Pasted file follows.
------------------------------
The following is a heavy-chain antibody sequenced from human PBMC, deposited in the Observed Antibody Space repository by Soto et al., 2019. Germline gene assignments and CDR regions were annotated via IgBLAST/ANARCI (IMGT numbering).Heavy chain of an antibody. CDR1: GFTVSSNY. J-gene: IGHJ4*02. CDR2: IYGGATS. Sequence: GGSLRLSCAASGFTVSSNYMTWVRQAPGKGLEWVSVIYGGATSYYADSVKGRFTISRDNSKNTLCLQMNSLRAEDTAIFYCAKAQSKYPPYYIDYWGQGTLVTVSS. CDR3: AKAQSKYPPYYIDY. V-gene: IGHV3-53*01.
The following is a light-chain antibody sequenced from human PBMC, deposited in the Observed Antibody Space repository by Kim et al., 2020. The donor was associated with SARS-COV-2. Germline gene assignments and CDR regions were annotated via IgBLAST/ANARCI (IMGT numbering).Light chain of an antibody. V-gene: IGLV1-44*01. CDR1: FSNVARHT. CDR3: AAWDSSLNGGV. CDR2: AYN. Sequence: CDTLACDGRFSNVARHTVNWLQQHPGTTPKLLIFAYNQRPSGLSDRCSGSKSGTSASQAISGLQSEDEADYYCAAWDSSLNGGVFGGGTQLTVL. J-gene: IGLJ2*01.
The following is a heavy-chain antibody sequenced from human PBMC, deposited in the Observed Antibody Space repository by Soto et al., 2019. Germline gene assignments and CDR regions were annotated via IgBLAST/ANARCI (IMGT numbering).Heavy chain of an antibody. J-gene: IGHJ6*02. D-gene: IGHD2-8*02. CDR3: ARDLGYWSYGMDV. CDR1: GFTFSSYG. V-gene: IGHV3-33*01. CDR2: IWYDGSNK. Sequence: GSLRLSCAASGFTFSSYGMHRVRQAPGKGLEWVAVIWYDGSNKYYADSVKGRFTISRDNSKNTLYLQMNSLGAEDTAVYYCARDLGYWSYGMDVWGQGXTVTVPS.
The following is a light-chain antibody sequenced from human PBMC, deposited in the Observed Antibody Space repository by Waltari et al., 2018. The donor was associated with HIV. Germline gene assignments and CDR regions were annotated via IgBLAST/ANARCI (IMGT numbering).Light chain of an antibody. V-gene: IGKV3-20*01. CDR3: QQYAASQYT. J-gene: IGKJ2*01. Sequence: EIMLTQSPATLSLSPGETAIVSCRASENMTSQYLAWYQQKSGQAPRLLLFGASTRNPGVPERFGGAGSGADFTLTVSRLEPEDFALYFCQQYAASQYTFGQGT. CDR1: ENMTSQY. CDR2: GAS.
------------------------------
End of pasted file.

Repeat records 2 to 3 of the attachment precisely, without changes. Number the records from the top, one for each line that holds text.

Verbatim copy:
The following is a light-chain antibody sequenced from human PBMC, deposited in the Observed Antibody Space repository by Kim et al., 2020. The donor was associated with SARS-COV-2. Germline gene assignments and CDR regions were annotated via IgBLAST/ANARCI (IMGT numbering).Light chain of an antibody. V-gene: IGLV1-44*01. CDR1: FSNVARHT. CDR3: AAWDSSLNGGV. CDR2: AYN. Sequence: CDTLACDGRFSNVARHTVNWLQQHPGTTPKLLIFAYNQRPSGLSDRCSGSKSGTSASQAISGLQSEDEADYYCAAWDSSLNGGVFGGGTQLTVL. J-gene: IGLJ2*01.
The following is a heavy-chain antibody sequenced from human PBMC, deposited in the Observed Antibody Space repository by Soto et al., 2019. Germline gene assignments and CDR regions were annotated via IgBLAST/ANARCI (IMGT numbering).Heavy chain of an antibody. J-gene: IGHJ6*02. D-gene: IGHD2-8*02. CDR3: ARDLGYWSYGMDV. CDR1: GFTFSSYG. V-gene: IGHV3-33*01. CDR2: IWYDGSNK. Sequence: GSLRLSCAASGFTFSSYGMHRVRQAPGKGLEWVAVIWYDGSNKYYADSVKGRFTISRDNSKNTLYLQMNSLGAEDTAVYYCARDLGYWSYGMDVWGQGXTVTVPS.